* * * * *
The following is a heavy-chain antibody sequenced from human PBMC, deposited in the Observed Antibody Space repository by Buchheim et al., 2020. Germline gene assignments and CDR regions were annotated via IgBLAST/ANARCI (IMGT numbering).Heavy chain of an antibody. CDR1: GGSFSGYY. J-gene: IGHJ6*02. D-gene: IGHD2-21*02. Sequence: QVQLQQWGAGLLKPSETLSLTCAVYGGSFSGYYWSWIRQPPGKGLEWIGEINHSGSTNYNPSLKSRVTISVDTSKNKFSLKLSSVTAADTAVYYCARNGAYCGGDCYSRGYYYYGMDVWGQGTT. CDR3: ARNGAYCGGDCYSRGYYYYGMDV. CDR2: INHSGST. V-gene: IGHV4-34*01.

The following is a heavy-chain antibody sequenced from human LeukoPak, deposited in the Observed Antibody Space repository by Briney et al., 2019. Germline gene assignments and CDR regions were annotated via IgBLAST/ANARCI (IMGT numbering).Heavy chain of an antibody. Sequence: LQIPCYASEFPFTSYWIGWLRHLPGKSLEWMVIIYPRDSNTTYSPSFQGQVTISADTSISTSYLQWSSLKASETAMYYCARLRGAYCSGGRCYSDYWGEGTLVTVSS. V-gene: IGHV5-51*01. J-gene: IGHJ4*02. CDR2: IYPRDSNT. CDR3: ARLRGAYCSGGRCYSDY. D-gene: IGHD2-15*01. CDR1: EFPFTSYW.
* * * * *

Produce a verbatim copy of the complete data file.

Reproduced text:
The following is a heavy-chain antibody sequenced from human PBMC, deposited in the Observed Antibody Space repository by Buchheim et al., 2020. Germline gene assignments and CDR regions were annotated via IgBLAST/ANARCI (IMGT numbering).Heavy chain of an antibody. CDR1: GGSFSGYY. J-gene: IGHJ6*02. D-gene: IGHD2-21*02. Sequence: QVQLQQWGAGLLKPSETLSLTCAVYGGSFSGYYWSWIRQPPGKGLEWIGEINHSGSTNYNPSLKSRVTISVDTSKNKFSLKLSSVTAADTAVYYCARNGAYCGGDCYSRGYYYYGMDVWGQGTT. CDR3: ARNGAYCGGDCYSRGYYYYGMDV. CDR2: INHSGST. V-gene: IGHV4-34*01.

The following is a heavy-chain antibody sequenced from human LeukoPak, deposited in the Observed Antibody Space repository by Briney et al., 2019. Germline gene assignments and CDR regions were annotated via IgBLAST/ANARCI (IMGT numbering).Heavy chain of an antibody. Sequence: LQIPCYASEFPFTSYWIGWLRHLPGKSLEWMVIIYPRDSNTTYSPSFQGQVTISADTSISTSYLQWSSLKASETAMYYCARLRGAYCSGGRCYSDYWGEGTLVTVSS. V-gene: IGHV5-51*01. J-gene: IGHJ4*02. CDR2: IYPRDSNT. CDR3: ARLRGAYCSGGRCYSDY. D-gene: IGHD2-15*01. CDR1: EFPFTSYW.